Bernd Osterloh, who is the Volkswagen AG General and Group Works Council chairman, said that future investments in the South might be hurt if workers will not unionize, according to Reuters.
The comments come days after Volkswagen Chattanooga workers voted against representation by the United Auto Workers Union.
After years of quiet work by union leaders and a contentious campaigning period, officials announced Friday night that Volkswagen employees opted against UAW representation with a 712-626 vote.
But at that announcement, Volkswagen Chattanooga President Frank Fischer said the vote wasn't against the works council and that there is still support for that idea.
Osterloh said that, if co-determination isn't guaranteed, it would be more difficult to vote in favor of building another auto plant in the South.
"I can imagine fairly well that another VW factory in the United States, provided that one more should still be set up there, does not necessarily have to be assigned to the South again," Osterloh said, according to Reuters.
The works council is a 20-member group that has an even division of labor and management representatives. They have to approve decisions about where to locate new plants.
Osterloh's comments have been the target of criticism in the past.
In the fall, Osterloh said that having a works council is important to producing a second vehicle in Chattanooga.
"We know how important that vehicle is for Chattanooga," Osterloh said, according to Reuters.
With help from the National Right to Work Legal Foundation, some VW employees filed charges with the National Labor Relations Board against Volkswagen America, in part because of that statement.
Some workers and lawyers thought the comments constituted coercion.
NLRB officials have since recommended dismissal of those charges, but not because his statement didn't qualify as coercive. Instead, the NLRB decision said that Osterloh isn't bound by U.S. law because he's in Germany.
Some Volkswagen AG leaders, such as Osterloh, want Chattanooga’s plant to be a part of its works council system. It’s currently one of the only plants out of about 100 around the world that operates outside that system.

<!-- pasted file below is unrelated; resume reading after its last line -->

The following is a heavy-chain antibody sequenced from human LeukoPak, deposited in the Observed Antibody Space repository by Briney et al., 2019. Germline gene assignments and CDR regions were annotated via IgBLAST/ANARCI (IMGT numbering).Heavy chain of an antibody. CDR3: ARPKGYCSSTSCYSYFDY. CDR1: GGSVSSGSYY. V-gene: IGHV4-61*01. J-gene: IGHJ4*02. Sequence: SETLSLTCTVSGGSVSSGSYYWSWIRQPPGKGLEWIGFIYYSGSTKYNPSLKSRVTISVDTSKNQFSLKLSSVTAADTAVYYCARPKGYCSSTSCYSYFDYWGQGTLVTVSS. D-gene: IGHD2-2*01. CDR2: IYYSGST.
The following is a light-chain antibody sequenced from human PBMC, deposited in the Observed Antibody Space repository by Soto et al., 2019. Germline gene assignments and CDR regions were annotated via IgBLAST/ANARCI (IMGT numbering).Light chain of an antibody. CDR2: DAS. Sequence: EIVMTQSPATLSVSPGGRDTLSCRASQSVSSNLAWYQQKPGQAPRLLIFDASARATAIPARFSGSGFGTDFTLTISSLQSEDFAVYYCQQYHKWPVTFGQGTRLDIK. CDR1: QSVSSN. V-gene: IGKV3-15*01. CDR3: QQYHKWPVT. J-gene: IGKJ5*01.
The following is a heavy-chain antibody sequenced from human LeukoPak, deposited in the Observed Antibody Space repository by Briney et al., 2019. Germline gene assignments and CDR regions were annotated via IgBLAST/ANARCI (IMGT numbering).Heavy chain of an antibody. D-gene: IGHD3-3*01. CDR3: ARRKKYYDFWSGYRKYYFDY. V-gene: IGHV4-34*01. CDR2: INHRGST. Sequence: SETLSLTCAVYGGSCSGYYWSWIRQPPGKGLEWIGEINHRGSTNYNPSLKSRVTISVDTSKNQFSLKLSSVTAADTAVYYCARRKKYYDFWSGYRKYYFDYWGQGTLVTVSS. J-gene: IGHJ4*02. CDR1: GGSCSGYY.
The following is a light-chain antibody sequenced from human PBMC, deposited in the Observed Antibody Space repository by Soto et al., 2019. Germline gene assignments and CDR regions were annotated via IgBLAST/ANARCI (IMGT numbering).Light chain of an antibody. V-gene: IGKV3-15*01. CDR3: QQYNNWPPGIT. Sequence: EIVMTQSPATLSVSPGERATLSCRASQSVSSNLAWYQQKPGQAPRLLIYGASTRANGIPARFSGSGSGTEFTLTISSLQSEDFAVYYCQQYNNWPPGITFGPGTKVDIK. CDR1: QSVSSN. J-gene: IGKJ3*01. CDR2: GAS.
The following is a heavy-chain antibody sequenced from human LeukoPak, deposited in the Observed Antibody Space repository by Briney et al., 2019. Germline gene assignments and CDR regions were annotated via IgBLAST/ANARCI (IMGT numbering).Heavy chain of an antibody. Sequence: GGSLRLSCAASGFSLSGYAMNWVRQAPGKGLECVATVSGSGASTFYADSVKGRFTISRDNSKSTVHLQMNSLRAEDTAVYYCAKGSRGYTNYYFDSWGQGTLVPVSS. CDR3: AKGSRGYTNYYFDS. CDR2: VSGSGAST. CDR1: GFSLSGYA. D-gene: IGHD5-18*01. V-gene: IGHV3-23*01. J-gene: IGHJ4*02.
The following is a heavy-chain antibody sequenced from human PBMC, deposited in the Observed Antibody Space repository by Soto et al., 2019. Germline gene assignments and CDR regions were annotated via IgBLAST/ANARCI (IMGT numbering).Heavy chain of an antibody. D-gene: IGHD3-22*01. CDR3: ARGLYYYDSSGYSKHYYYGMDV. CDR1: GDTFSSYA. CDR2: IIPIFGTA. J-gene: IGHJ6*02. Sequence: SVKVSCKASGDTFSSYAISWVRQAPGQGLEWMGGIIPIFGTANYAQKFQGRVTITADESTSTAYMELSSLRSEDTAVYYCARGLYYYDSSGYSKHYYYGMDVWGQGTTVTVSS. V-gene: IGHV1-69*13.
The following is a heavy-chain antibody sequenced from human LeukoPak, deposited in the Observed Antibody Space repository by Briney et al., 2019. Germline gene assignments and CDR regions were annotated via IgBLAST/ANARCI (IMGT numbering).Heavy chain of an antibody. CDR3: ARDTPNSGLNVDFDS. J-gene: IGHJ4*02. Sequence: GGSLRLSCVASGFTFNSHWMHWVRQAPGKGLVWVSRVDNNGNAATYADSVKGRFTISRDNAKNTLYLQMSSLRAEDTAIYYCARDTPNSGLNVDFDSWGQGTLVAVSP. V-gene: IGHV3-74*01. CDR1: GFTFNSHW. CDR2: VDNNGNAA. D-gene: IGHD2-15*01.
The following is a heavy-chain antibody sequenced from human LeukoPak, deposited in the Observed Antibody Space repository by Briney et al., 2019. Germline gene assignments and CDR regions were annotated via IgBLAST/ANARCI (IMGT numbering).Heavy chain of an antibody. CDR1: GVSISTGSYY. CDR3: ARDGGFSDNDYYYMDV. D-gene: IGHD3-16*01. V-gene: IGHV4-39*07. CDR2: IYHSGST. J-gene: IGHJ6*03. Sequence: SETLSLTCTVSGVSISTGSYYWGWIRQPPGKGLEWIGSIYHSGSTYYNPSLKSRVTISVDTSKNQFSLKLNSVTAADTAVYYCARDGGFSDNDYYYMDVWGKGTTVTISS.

Because the National Labor Relations Act forbids companies to have an internal union, organizing the local plant can’t be done exactly like the German model.
Volkswagen AG leaders want a works council because it would allow them to stay in touch with ideas and thoughts from Chattanooga workers and come to future deals about working conditions, Horst Neumann, VW's board member for human resources, said, according to Automotive News.
In his most recent comments, Osterloh said that conservatives might be to blame for anti-union feelings.
Sen. Bob Corker and other Republicans campaigned against the UAW efforts, saying that it would hurt the state's ability to attract auto suppliers. They argued that the UAW has a bad reputation, in part because of its ties to the Detroit auto industry.
"The conservatives stirred up massive, anti-union sentiments," Osterloh said, according to Reuters. "It's possible that the conclusion will be drawn that this interference amounted to unfair labor praxis."
Despite last week's vote against UAW representation, some Volkswagen leaders still want Chattanooga workers to be part of the Global Works Council.
But it's still unclear exactly how that would work.
And Gunnar Kilian, secretary-general of VW's works council, told Reuters and The New York Times that he plans to come to the United States within the next two weeks to consult labor law experts and figure out the next steps toward reaching his goal.
Meanwhile, state and local leaders are in talks with VW in hopes of getting a new vehicle made in Chattanooga.
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Updated @ 1:14 p.m. on 2/19/14 to make a clarification.